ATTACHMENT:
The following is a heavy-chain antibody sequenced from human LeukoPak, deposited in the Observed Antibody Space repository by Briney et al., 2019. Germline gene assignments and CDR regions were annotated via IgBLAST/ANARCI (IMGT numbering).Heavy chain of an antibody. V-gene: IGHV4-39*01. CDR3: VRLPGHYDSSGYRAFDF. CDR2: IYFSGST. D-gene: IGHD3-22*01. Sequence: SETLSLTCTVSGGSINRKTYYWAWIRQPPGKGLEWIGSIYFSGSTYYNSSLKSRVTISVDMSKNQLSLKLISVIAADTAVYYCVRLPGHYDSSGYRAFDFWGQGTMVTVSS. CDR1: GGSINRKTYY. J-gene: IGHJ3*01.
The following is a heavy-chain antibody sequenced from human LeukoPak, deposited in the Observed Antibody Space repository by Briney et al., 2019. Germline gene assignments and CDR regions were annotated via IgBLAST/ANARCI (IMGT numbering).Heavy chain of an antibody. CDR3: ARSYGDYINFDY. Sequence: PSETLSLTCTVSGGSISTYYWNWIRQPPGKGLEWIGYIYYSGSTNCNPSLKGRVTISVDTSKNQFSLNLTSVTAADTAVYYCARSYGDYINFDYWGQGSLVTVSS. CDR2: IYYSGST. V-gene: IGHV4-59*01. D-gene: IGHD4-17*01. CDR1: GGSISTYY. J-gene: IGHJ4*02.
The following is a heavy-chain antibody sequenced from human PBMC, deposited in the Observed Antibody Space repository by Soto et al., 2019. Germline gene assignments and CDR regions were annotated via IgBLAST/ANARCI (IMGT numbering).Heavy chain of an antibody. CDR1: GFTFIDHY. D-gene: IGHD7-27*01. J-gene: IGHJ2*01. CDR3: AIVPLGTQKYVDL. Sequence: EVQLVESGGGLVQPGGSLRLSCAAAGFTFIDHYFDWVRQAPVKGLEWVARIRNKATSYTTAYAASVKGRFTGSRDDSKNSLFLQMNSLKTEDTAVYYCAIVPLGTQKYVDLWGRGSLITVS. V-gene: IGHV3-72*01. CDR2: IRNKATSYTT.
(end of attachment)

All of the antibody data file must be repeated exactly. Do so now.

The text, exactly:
The following is a heavy-chain antibody sequenced from human LeukoPak, deposited in the Observed Antibody Space repository by Briney et al., 2019. Germline gene assignments and CDR regions were annotated via IgBLAST/ANARCI (IMGT numbering).Heavy chain of an antibody. V-gene: IGHV4-39*01. CDR3: VRLPGHYDSSGYRAFDF. CDR2: IYFSGST. D-gene: IGHD3-22*01. Sequence: SETLSLTCTVSGGSINRKTYYWAWIRQPPGKGLEWIGSIYFSGSTYYNSSLKSRVTISVDMSKNQLSLKLISVIAADTAVYYCVRLPGHYDSSGYRAFDFWGQGTMVTVSS. CDR1: GGSINRKTYY. J-gene: IGHJ3*01.
The following is a heavy-chain antibody sequenced from human LeukoPak, deposited in the Observed Antibody Space repository by Briney et al., 2019. Germline gene assignments and CDR regions were annotated via IgBLAST/ANARCI (IMGT numbering).Heavy chain of an antibody. CDR3: ARSYGDYINFDY. Sequence: PSETLSLTCTVSGGSISTYYWNWIRQPPGKGLEWIGYIYYSGSTNCNPSLKGRVTISVDTSKNQFSLNLTSVTAADTAVYYCARSYGDYINFDYWGQGSLVTVSS. CDR2: IYYSGST. V-gene: IGHV4-59*01. D-gene: IGHD4-17*01. CDR1: GGSISTYY. J-gene: IGHJ4*02.
The following is a heavy-chain antibody sequenced from human PBMC, deposited in the Observed Antibody Space repository by Soto et al., 2019. Germline gene assignments and CDR regions were annotated via IgBLAST/ANARCI (IMGT numbering).Heavy chain of an antibody. CDR1: GFTFIDHY. D-gene: IGHD7-27*01. J-gene: IGHJ2*01. CDR3: AIVPLGTQKYVDL. Sequence: EVQLVESGGGLVQPGGSLRLSCAAAGFTFIDHYFDWVRQAPVKGLEWVARIRNKATSYTTAYAASVKGRFTGSRDDSKNSLFLQMNSLKTEDTAVYYCAIVPLGTQKYVDLWGRGSLITVS. V-gene: IGHV3-72*01. CDR2: IRNKATSYTT.